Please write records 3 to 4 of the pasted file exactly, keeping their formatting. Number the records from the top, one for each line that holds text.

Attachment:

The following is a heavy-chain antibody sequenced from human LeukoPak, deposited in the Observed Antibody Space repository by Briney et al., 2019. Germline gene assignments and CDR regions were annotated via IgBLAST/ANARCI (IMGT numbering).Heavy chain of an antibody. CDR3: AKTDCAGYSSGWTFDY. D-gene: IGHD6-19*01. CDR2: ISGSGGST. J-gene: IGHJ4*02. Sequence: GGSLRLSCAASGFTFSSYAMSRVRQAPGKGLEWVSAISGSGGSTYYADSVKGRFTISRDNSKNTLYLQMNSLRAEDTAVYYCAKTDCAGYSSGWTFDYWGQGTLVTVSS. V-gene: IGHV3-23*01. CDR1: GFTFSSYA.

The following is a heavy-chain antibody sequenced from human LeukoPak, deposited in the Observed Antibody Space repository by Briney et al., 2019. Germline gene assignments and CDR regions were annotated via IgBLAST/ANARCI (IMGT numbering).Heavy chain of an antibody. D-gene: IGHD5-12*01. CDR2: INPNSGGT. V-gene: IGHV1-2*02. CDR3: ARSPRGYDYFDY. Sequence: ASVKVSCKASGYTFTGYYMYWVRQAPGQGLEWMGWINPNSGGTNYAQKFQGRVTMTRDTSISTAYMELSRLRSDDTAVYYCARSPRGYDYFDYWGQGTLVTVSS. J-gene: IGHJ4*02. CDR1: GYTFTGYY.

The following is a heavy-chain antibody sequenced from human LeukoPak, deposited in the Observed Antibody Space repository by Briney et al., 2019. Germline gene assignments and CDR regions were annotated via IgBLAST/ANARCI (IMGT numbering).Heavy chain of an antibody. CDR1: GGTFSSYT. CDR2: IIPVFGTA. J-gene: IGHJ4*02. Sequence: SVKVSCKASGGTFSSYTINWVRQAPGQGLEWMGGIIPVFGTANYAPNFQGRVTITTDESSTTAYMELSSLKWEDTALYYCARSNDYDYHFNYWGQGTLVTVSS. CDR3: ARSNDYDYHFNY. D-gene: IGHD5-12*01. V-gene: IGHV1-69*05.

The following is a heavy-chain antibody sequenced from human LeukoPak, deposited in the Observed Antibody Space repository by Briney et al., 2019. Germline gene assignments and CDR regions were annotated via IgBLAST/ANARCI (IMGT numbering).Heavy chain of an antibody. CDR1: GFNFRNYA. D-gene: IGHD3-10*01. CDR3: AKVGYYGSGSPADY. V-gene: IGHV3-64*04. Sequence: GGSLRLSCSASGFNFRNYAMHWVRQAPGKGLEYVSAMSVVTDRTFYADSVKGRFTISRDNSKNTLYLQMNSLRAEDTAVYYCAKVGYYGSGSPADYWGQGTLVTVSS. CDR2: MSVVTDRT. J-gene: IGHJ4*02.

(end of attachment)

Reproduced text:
The following is a heavy-chain antibody sequenced from human LeukoPak, deposited in the Observed Antibody Space repository by Briney et al., 2019. Germline gene assignments and CDR regions were annotated via IgBLAST/ANARCI (IMGT numbering).Heavy chain of an antibody. CDR1: GGTFSSYT. CDR2: IIPVFGTA. J-gene: IGHJ4*02. Sequence: SVKVSCKASGGTFSSYTINWVRQAPGQGLEWMGGIIPVFGTANYAPNFQGRVTITTDESSTTAYMELSSLKWEDTALYYCARSNDYDYHFNYWGQGTLVTVSS. CDR3: ARSNDYDYHFNY. D-gene: IGHD5-12*01. V-gene: IGHV1-69*05.

The following is a heavy-chain antibody sequenced from human LeukoPak, deposited in the Observed Antibody Space repository by Briney et al., 2019. Germline gene assignments and CDR regions were annotated via IgBLAST/ANARCI (IMGT numbering).Heavy chain of an antibody. CDR1: GFNFRNYA. D-gene: IGHD3-10*01. CDR3: AKVGYYGSGSPADY. V-gene: IGHV3-64*04. Sequence: GGSLRLSCSASGFNFRNYAMHWVRQAPGKGLEYVSAMSVVTDRTFYADSVKGRFTISRDNSKNTLYLQMNSLRAEDTAVYYCAKVGYYGSGSPADYWGQGTLVTVSS. CDR2: MSVVTDRT. J-gene: IGHJ4*02.